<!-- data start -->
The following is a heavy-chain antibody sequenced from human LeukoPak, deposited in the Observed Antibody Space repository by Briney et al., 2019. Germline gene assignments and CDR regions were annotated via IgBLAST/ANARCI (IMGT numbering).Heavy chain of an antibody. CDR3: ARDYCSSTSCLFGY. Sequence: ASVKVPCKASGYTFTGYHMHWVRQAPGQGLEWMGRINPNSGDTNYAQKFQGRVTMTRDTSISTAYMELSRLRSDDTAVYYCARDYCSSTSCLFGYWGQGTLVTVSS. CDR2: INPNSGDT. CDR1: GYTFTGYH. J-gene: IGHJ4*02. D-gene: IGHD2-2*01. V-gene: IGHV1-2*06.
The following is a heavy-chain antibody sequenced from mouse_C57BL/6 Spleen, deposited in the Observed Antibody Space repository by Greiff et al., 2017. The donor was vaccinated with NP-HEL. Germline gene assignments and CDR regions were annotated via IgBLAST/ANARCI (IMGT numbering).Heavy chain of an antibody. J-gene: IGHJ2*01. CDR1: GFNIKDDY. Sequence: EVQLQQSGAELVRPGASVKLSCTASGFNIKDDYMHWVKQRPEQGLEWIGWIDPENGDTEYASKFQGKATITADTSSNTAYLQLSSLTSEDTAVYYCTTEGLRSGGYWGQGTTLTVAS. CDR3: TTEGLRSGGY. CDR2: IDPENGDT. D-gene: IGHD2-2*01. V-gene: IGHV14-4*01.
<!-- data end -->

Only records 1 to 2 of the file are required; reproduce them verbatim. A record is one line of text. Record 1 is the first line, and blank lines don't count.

The following is a heavy-chain antibody sequenced from human LeukoPak, deposited in the Observed Antibody Space repository by Briney et al., 2019. Germline gene assignments and CDR regions were annotated via IgBLAST/ANARCI (IMGT numbering).Heavy chain of an antibody. CDR3: ARDYCSSTSCLFGY. Sequence: ASVKVPCKASGYTFTGYHMHWVRQAPGQGLEWMGRINPNSGDTNYAQKFQGRVTMTRDTSISTAYMELSRLRSDDTAVYYCARDYCSSTSCLFGYWGQGTLVTVSS. CDR2: INPNSGDT. CDR1: GYTFTGYH. J-gene: IGHJ4*02. D-gene: IGHD2-2*01. V-gene: IGHV1-2*06.
The following is a heavy-chain antibody sequenced from mouse_C57BL/6 Spleen, deposited in the Observed Antibody Space repository by Greiff et al., 2017. The donor was vaccinated with NP-HEL. Germline gene assignments and CDR regions were annotated via IgBLAST/ANARCI (IMGT numbering).Heavy chain of an antibody. J-gene: IGHJ2*01. CDR1: GFNIKDDY. Sequence: EVQLQQSGAELVRPGASVKLSCTASGFNIKDDYMHWVKQRPEQGLEWIGWIDPENGDTEYASKFQGKATITADTSSNTAYLQLSSLTSEDTAVYYCTTEGLRSGGYWGQGTTLTVAS. CDR3: TTEGLRSGGY. CDR2: IDPENGDT. D-gene: IGHD2-2*01. V-gene: IGHV14-4*01.